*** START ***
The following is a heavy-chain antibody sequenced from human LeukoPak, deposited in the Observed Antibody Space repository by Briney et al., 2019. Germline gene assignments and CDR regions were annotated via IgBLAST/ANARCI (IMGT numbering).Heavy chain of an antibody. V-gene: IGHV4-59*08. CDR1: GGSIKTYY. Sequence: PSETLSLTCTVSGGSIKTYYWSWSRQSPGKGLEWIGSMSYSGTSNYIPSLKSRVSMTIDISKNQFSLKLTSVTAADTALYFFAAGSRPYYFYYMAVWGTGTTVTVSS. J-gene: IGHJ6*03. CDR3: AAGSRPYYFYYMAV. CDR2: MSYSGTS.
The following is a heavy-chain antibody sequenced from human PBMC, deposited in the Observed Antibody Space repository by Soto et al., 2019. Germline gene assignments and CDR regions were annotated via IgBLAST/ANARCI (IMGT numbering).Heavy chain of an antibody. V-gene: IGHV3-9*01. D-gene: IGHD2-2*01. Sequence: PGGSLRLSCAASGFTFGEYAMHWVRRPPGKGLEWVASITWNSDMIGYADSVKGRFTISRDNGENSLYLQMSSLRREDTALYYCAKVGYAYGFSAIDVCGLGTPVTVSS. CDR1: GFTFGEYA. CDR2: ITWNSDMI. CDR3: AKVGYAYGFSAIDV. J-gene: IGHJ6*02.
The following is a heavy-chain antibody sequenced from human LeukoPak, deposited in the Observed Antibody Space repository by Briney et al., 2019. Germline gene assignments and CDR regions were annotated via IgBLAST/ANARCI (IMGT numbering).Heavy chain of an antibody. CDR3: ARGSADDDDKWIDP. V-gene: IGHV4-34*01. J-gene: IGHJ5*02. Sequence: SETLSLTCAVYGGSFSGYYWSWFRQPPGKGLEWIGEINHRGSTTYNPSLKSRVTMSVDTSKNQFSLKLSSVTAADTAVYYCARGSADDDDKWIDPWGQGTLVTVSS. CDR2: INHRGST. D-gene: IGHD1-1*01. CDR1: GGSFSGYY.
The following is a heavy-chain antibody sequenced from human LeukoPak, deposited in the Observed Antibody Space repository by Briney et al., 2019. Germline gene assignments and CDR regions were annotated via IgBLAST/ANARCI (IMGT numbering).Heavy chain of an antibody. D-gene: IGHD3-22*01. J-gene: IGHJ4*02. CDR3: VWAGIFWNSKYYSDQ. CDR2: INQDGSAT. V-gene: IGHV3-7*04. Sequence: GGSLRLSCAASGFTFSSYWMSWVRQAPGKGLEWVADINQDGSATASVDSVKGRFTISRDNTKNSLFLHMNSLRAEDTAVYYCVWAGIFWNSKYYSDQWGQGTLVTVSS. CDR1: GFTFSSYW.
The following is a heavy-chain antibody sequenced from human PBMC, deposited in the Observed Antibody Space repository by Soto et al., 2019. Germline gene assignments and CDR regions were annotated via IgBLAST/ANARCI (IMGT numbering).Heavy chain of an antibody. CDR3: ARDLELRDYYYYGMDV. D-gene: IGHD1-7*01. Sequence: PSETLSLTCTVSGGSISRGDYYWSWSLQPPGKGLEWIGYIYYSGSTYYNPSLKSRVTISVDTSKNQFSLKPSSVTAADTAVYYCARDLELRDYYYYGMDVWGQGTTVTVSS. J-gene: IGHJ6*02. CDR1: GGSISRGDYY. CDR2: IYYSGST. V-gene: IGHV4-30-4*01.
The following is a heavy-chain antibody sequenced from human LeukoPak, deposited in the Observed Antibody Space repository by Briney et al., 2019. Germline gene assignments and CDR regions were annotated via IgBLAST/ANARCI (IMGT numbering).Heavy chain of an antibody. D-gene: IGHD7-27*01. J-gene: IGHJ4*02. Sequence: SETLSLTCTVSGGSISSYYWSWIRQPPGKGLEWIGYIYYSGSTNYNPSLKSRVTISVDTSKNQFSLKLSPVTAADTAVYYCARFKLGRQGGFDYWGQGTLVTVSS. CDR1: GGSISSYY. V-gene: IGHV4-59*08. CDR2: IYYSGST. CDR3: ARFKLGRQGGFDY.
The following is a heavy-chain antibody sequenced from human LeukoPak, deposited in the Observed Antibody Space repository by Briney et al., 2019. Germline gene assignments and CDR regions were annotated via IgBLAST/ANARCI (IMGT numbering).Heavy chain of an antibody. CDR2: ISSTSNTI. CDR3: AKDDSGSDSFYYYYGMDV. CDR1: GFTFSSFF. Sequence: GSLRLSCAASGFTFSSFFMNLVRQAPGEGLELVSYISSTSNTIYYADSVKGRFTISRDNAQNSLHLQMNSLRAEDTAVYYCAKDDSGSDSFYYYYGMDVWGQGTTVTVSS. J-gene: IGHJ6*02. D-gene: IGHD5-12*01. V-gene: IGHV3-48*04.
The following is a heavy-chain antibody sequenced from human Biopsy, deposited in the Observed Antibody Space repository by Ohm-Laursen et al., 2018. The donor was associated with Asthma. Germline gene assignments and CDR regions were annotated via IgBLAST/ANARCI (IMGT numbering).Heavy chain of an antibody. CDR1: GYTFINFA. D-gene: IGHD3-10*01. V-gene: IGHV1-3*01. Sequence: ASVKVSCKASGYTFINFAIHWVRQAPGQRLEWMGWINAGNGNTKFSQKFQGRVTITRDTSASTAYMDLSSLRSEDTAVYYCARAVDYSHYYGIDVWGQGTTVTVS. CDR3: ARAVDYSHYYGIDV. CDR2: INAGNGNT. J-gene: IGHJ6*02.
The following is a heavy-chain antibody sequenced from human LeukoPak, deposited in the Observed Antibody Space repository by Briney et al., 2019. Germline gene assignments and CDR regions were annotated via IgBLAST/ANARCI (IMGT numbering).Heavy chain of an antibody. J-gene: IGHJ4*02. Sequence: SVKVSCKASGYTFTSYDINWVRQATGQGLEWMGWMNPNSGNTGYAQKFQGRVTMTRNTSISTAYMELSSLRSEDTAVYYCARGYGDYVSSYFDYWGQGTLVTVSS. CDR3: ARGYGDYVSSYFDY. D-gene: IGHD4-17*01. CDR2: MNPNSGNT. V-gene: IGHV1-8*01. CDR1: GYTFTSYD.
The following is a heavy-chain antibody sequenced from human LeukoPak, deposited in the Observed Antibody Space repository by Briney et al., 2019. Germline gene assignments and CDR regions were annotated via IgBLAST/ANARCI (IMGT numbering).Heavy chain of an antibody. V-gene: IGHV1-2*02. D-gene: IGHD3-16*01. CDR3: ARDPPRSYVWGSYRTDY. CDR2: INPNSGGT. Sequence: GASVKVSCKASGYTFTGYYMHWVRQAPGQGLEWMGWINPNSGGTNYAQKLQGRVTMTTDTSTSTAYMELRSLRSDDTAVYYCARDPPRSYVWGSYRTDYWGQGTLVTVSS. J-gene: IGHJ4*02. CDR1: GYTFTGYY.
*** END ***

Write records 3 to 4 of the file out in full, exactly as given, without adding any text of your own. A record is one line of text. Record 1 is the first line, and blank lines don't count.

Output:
The following is a heavy-chain antibody sequenced from human LeukoPak, deposited in the Observed Antibody Space repository by Briney et al., 2019. Germline gene assignments and CDR regions were annotated via IgBLAST/ANARCI (IMGT numbering).Heavy chain of an antibody. CDR3: ARGSADDDDKWIDP. V-gene: IGHV4-34*01. J-gene: IGHJ5*02. Sequence: SETLSLTCAVYGGSFSGYYWSWFRQPPGKGLEWIGEINHRGSTTYNPSLKSRVTMSVDTSKNQFSLKLSSVTAADTAVYYCARGSADDDDKWIDPWGQGTLVTVSS. CDR2: INHRGST. D-gene: IGHD1-1*01. CDR1: GGSFSGYY.
The following is a heavy-chain antibody sequenced from human LeukoPak, deposited in the Observed Antibody Space repository by Briney et al., 2019. Germline gene assignments and CDR regions were annotated via IgBLAST/ANARCI (IMGT numbering).Heavy chain of an antibody. D-gene: IGHD3-22*01. J-gene: IGHJ4*02. CDR3: VWAGIFWNSKYYSDQ. CDR2: INQDGSAT. V-gene: IGHV3-7*04. Sequence: GGSLRLSCAASGFTFSSYWMSWVRQAPGKGLEWVADINQDGSATASVDSVKGRFTISRDNTKNSLFLHMNSLRAEDTAVYYCVWAGIFWNSKYYSDQWGQGTLVTVSS. CDR1: GFTFSSYW.